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How to Use Data to Inform Your Content Strategy

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Data should be a part of your content strategy from beginning to end. You have plenty of data available to you, but knowing how to use it means you can better optimize around your goals. Data will help you decide what content to produce and where to dedicate your resources. Like we’ve said before, distribution is key to any content strategy and data is crucial to extending your reach and earning new readers.

Create the Content Your Readers Want
Learning the makeup of your loyal readers, followers and target audiences will help you develop your content strategy. Dig into your historical data to understand two important things about these people:

  • What content should you dedicate more resources to and produce more of?
    Determine which verticals, formats and topics your readers consume the most and then dedicate resources to creating these. For example, if infographics only make up 5 percent of your content but they drive 20 percent of page views, produce more infographics. On the other hand, if video content isn’t moving the needle for you but you have a lot of resources dedicated to video production, put these resources behind the content that is working.
  • Where is your audience consuming content?
    Again look at which content categories, verticals and formats attract the most readers, but this time, compare across social networks. If your Twitter audience consumes news content while your Facebook audience reads business content, you should tweet more about news and post your business-focused content to Facebook.

Get Your Content Seen
While creating quality content is important, it’s even more important to get people to read it. Here’s where distribution comes into play. We’ve learned that 10 percent of your content will drive 90 percent of your traffic. The key to effective distribution is identifying content with the potential to jump into this 10 percent and giving it as much exposure as possible by following these distribution strategies:

  • Internal distribution: Recirculate content on your own site by adding “related content” widgets, featuring your top content on your homepage or curating top content into your email newsletter.
  • Organic social distribution: Post content across your social media profiles, of course remembering which content your readers consume most on each platform.
  • Partnerships and sponsorships: Partner with other organizations or websites with which you have similar audiences. You can drive traffic to each other, or you can start a sponsorship with a larger publisher to drive more traffic back to your site. Start by building relationships and developing partnerships with any sites that are already driving organic traffic to your site.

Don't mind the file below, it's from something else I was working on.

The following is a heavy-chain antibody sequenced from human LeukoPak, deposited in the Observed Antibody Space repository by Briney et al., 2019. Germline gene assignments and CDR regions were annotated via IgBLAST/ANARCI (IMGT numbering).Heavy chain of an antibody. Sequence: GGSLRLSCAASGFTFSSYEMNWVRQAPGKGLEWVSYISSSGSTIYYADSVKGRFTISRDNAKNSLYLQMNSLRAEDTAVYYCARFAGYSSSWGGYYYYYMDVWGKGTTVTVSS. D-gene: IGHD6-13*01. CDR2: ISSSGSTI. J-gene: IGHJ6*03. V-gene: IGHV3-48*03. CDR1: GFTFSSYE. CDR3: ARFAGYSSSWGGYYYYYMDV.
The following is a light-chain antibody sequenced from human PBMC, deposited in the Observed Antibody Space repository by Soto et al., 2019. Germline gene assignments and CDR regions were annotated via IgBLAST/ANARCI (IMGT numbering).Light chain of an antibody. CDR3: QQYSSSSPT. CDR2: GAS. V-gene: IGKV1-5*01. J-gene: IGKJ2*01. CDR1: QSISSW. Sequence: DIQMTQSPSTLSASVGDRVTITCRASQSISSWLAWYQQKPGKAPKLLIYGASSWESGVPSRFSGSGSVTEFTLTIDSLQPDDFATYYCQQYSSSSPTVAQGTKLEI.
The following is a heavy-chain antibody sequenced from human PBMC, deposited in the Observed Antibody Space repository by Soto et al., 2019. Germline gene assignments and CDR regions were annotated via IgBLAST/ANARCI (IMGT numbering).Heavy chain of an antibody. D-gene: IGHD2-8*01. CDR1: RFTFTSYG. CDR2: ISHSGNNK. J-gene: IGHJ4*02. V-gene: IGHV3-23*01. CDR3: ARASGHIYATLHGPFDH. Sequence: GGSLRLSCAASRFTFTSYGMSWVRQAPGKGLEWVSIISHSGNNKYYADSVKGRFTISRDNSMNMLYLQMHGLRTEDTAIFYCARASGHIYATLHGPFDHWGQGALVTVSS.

• Paid distribution: Every industry invests in marketing their own products – TV networks air commercials for their own shows, movie studios show previews for their new films, businesses promote themselves – everyone’s investing in getting more visibility for their products. Publishers and brands should do this for their content too, and we’ve found that using paid distribution to further promote an article at the time it’s trending organically, on the network it’s trending, will drive the most efficient traffic and earned media.
  • Influencer engagement: Identify your loyal followers – those who are tweeting your content, commenting on your Facebook page, commenting on your site, etc. – as well as your top influencers. Then, build a relationship with them. If there’s an influencer who tweets your content daily, tweet back and start a conversation. Or, invite an influencer in your space to write a guest blog post for you. Developing these relationships will expand your audience and further solidify your loyal following.

Drive Conversions
Everyone’s optimizing for some sort of conversion, whether it’s email subscriptions, purchases or event registrations. Once you know the goal you’re optimizing for, you can plan accordingly. The types of content that drive email subscriptions will likely vary from the content driving purchases.

Look at historical data to determine which content is driving which conversions and adapt your strategy accordingly. If you have three pieces of content driving the majority of your purchases, give them as much exposure as possible using the distribution strategies outlined above. But if these three pieces of content are only driving purchases when readers come from Facebook, prioritize distribution of these pieces on Facebook. Then, find which content drives conversions when readers come from other sources.

 

If your content strategy isn’t driving ROI, we’ll help you out:

 

Photo by Tomas Laurinavicius

About Claire Schwimmer

Claire is a content strategist at SimpleReach trying to avoid becoming a hipster while living in Williamsburg.

View all posts by Claire Schwimmer »

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